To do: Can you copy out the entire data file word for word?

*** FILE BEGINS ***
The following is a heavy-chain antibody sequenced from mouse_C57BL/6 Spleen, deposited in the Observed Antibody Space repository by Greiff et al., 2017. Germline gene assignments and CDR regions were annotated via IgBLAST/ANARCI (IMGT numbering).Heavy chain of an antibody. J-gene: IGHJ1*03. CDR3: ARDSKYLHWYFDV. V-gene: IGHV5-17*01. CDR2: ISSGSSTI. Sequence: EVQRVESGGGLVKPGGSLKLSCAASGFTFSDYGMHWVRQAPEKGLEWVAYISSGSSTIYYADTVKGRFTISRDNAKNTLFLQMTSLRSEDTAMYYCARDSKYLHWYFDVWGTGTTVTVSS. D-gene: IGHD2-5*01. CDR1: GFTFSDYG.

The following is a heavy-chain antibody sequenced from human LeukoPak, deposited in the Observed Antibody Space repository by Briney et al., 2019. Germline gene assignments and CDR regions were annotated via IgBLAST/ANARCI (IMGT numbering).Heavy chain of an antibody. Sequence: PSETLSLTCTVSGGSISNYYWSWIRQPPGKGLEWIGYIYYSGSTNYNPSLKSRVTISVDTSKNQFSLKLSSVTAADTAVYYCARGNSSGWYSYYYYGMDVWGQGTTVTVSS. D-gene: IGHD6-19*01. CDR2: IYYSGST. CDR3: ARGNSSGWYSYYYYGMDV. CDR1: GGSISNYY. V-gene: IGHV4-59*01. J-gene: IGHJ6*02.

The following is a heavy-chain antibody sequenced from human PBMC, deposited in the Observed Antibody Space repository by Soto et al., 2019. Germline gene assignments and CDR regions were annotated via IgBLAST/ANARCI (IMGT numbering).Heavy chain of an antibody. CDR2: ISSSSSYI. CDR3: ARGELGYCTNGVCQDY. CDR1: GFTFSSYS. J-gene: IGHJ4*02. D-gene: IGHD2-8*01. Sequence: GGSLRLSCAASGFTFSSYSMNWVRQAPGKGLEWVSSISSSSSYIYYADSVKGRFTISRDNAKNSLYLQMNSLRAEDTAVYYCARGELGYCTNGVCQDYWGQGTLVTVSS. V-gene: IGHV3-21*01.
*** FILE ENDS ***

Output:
The following is a heavy-chain antibody sequenced from mouse_C57BL/6 Spleen, deposited in the Observed Antibody Space repository by Greiff et al., 2017. Germline gene assignments and CDR regions were annotated via IgBLAST/ANARCI (IMGT numbering).Heavy chain of an antibody. J-gene: IGHJ1*03. CDR3: ARDSKYLHWYFDV. V-gene: IGHV5-17*01. CDR2: ISSGSSTI. Sequence: EVQRVESGGGLVKPGGSLKLSCAASGFTFSDYGMHWVRQAPEKGLEWVAYISSGSSTIYYADTVKGRFTISRDNAKNTLFLQMTSLRSEDTAMYYCARDSKYLHWYFDVWGTGTTVTVSS. D-gene: IGHD2-5*01. CDR1: GFTFSDYG.

The following is a heavy-chain antibody sequenced from human LeukoPak, deposited in the Observed Antibody Space repository by Briney et al., 2019. Germline gene assignments and CDR regions were annotated via IgBLAST/ANARCI (IMGT numbering).Heavy chain of an antibody. Sequence: PSETLSLTCTVSGGSISNYYWSWIRQPPGKGLEWIGYIYYSGSTNYNPSLKSRVTISVDTSKNQFSLKLSSVTAADTAVYYCARGNSSGWYSYYYYGMDVWGQGTTVTVSS. D-gene: IGHD6-19*01. CDR2: IYYSGST. CDR3: ARGNSSGWYSYYYYGMDV. CDR1: GGSISNYY. V-gene: IGHV4-59*01. J-gene: IGHJ6*02.

The following is a heavy-chain antibody sequenced from human PBMC, deposited in the Observed Antibody Space repository by Soto et al., 2019. Germline gene assignments and CDR regions were annotated via IgBLAST/ANARCI (IMGT numbering).Heavy chain of an antibody. CDR2: ISSSSSYI. CDR3: ARGELGYCTNGVCQDY. CDR1: GFTFSSYS. J-gene: IGHJ4*02. D-gene: IGHD2-8*01. Sequence: GGSLRLSCAASGFTFSSYSMNWVRQAPGKGLEWVSSISSSSSYIYYADSVKGRFTISRDNAKNSLYLQMNSLRAEDTAVYYCARGELGYCTNGVCQDYWGQGTLVTVSS. V-gene: IGHV3-21*01.